The apartment was even furnished, but another thing I’ve learned during my many moves is that “furnished” means different things to different people. In our Saluzzo, Italy and downtown San Diego apartments it meant everything from bed linens, towels, and every imaginable kitchen utensil to a cute little basket for bread at meals (Saluzzo) and an extensive DVD library (San Diego). Sadly, this was not what our Irish landlord meant by “furnished.” Besides having no sheets for the first night, I discovered in the morning that we had no pots and pans. None. We ended up finding a set of three nesting saucepans on sale somewhere, and that was pretty much the extent of my kitchen equipage. I like to cook. I am not a frozen dinners person. So I was not about to give up making any of my favorite meals. I soon discovered that I could cook quite a lot of things in those pans. Luckily, they had metal handles and glass lids, so they worked equally as well in the oven as on the stove.
My regular bread recipes didn’t turn out in Ireland because the flour was so low in gluten. So I made soda bread, one loaf in the small saucepan and one in the medium saucepan. They came out beautifully, just like the authentic round loaves in the Irish bakeries (this also worked well for traditional Tuscan sourdough). I didn’t have a roasting pan to make my favorite yoghurt-marinated roast chicken. So I set the chicken on top of the collapsable vegetable steamer (the kind that opens like a flower), put the steamer in the large saucepan, and roasted away. I even made pancakes in my saucepan, but not very often, since I could only make three small pancakes at a time. Crepes were unfortunately out of the question (yes, I tried), and omelettes were too difficult to flip in a saucepan, but I could make a small fritatta, which went straight under the broiler when it was almost cooked, to melt the cheese.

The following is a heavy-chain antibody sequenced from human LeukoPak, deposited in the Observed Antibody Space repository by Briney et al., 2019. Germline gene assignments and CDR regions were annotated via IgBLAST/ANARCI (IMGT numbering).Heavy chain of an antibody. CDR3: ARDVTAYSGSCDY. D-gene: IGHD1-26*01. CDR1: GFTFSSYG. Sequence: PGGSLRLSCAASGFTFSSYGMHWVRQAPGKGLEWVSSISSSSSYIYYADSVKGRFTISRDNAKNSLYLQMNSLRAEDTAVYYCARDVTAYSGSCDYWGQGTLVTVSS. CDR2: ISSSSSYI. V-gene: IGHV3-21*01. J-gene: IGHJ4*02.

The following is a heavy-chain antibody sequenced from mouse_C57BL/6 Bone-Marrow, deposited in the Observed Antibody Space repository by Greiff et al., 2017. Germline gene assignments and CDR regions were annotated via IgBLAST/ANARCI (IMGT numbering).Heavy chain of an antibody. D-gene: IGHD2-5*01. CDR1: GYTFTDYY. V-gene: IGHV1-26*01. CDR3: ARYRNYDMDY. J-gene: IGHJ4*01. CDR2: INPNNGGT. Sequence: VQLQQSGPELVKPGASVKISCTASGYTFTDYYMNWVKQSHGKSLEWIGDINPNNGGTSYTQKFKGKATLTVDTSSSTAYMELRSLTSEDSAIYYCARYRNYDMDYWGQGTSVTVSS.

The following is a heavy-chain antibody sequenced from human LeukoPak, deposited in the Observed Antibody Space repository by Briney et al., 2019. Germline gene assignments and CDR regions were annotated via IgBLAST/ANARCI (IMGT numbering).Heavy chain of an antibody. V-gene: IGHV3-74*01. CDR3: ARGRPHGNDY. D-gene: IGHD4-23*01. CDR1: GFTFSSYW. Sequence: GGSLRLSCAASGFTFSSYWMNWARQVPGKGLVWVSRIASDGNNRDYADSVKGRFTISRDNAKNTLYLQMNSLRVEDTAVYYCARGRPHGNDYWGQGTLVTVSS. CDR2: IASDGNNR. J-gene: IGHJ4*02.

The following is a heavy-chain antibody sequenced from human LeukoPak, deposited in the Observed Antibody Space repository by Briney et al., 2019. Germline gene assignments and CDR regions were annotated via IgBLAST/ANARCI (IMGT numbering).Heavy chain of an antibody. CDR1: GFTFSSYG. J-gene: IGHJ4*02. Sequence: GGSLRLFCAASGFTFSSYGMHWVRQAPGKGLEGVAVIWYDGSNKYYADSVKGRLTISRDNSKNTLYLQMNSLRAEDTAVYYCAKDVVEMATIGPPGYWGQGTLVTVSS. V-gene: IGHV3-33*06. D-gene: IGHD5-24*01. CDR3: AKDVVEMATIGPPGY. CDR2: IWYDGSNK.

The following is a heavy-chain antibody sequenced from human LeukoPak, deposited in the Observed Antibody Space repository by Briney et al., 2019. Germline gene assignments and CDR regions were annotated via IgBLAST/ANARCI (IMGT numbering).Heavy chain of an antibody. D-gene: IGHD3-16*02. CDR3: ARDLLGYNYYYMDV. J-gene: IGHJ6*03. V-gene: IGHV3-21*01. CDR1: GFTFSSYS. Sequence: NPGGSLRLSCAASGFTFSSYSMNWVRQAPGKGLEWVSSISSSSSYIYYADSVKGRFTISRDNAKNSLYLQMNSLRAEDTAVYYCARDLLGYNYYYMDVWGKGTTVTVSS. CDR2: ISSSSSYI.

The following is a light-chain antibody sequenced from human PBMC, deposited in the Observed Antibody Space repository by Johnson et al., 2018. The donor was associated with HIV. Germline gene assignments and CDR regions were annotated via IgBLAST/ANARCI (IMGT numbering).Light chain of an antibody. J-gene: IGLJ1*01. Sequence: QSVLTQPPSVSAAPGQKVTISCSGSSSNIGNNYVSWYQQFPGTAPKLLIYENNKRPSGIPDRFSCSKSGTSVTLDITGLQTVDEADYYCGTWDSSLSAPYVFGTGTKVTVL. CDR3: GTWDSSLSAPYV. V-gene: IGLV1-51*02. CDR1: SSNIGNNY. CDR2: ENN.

In my experience, cookie sheets are not easy to come by in Europe. But the broiler pan that comes with the oven functions nicely as a jelly roll pan, as long as you’re baking a kind of cookies that works in a dark pan. I also bake cinnamon rolls, free-form bread, and shallow-dish casseroles like moussaka (Greek lasagna) in the broiler pan. However, since I have a small family, I often prefer to divide oven-baked dishes into more than one saucepan. I cook the small, medium, and large saucepans all at once (they fit exactly, with no room to spare). Then we can eat one pot of baked beans tonight, and put the other two pans (with lids on) in the fridge for tomorrow. Since I am not a microwave person either, I love to already have the meal in a saucepan to warm up as leftovers the next day. But I think my favorite innovation was the three-tiered chocolate cake I baked for Raj’s birthday. Once it was properly frosted, you would never know that I had cooked the three perfectly graded layers in my three trusty saucepans.
Now aren’t you inspired to go throw most of your pans away?
3 thoughts on “The Mother of Invention (aka Sarah)”
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When we moved to Hawaii, I got rid of nearly an entire house of stuff including kitchen “tools.” Now that we’ve been back on the mainland (US) for six years, I’ve somehow mysteriously acquired lots of kitchen and other household stuff. I preferred the time of simplicity and doing without. It is much easier to organize and care for a few possessions. I guess it’s time to move again.
Wow! You are much more creative than I am. I’m not sure what I would do w/o pots and pans. Why is the flour in Ireland low in gluten? I am passing on the Stylish Blogger Award. You can pick it up along with the rules at my blog, if you’d like. http://www.homeschoolmo.com/2010/11/ive-been-honored.html